Although there are genetic, behavioral, metabolic and hormonal influences on body weight, obesity occurs when you take in more calories than you burn through typical daily activities and exercise. Your body stores these excess calories as fat.
In the United States, most people’s diets are too high in calories — often from fast food and high-calorie beverages. People with obesity might eat more calories before feeling full, feel hungry sooner, or eat more due to stress or anxiety.
Many people who live in Western countries now have jobs that are much less physically demanding, so they don’t tend to burn as many calories at work. Even daily activities use fewer calories, courtesy of conveniences such as remote controls, escalators, online shopping, and drive-through restaurants and banks.
Obesity often results from a combination of causes and contributing factors:
Even if you have one or more of these risk factors, it doesn’t mean that you’re destined to develop obesity. You can counteract most risk factors through diet, physical activity and exercise. Behavior changes, medicines and procedures for obesity also can help.
People with obesity are more likely to develop a number of potentially serious health problems, including:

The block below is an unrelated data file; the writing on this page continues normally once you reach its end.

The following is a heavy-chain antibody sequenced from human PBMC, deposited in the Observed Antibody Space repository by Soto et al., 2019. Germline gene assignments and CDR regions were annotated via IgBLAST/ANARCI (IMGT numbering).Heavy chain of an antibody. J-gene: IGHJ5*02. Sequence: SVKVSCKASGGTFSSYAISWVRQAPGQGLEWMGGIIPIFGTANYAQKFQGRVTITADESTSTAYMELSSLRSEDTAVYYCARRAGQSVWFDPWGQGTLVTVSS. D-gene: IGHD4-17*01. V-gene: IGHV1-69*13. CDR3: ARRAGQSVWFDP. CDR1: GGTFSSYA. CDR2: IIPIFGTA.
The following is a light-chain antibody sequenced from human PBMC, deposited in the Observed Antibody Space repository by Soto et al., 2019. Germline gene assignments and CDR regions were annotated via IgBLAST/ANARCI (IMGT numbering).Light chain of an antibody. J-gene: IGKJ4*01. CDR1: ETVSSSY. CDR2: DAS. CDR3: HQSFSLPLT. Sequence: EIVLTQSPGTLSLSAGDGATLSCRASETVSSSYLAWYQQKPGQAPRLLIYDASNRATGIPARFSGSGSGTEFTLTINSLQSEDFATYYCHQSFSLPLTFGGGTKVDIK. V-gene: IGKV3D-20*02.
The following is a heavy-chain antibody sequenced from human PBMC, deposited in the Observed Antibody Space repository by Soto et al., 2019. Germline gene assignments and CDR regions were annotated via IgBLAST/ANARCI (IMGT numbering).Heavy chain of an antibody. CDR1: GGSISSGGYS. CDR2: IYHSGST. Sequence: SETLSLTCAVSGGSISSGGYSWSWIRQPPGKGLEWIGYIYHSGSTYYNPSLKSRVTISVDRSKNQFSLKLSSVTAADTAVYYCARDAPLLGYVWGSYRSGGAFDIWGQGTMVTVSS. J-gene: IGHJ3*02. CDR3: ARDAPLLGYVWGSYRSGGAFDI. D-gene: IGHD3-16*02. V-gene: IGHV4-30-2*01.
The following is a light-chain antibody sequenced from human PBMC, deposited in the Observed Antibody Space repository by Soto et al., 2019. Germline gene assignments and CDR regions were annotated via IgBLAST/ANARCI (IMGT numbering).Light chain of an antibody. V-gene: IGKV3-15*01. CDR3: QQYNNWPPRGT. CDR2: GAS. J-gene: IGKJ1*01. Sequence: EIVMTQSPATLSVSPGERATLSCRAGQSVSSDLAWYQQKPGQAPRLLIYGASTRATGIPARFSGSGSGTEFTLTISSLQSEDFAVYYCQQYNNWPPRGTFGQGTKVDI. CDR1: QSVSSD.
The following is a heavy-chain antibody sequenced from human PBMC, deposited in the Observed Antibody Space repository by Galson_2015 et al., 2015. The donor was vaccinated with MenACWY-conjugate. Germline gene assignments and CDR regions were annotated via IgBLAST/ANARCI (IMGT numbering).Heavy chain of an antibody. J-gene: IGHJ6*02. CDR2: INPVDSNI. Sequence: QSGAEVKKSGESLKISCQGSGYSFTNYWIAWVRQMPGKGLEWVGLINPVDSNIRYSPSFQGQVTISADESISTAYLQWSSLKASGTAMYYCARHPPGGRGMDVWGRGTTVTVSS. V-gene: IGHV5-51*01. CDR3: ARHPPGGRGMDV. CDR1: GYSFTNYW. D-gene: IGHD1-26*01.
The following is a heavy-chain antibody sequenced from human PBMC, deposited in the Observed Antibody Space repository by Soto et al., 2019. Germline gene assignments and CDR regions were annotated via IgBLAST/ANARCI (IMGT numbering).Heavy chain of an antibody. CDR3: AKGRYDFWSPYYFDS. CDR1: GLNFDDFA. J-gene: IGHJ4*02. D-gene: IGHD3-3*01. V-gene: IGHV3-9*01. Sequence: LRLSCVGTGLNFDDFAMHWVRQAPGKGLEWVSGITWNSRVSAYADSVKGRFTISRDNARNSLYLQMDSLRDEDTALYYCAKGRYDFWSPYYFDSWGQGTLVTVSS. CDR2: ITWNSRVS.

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To diagnose obesity, your health care professional may perform a physical exam and recommend some tests.
These exams and tests often include:
Gathering this information will help you and your health care team choose the type of treatment that will work best for you.
The goal of obesity treatment is to reach and stay at a healthy weight. This improves overall health and lowers the risk of developing complications related to obesity.
You may need to work with a team of health professionals — including a dietitian, behavioral counselor, or an obesity specialist — to help you understand and make changes in your eating and activity habits.
The first treatment goal is usually a modest weight loss — 5% to 10% of your total weight. That means that if you weigh 200 pounds (91 kilograms), you’d need to lose only about 10 to 20 pounds (4.5 to 9 kilograms) for your health to begin to improve. But the more weight you lose, the greater the benefits.
All weight-loss programs require that you change your eating habits and get more active. The treatment methods that are right for you depend on your weight, your overall health, and your willingness to participate in a weight-loss plan.
Reducing calories and practicing healthier eating habits are key to overcoming obesity. Although you may lose weight quickly at first, steady weight loss over the long term is considered the safest way to lose weight. It’s also the best way to keep weight off permanently.
There is no best weight-loss diet. Choose one that includes healthy foods that you feel will work for you. Dietary changes to treat obesity include: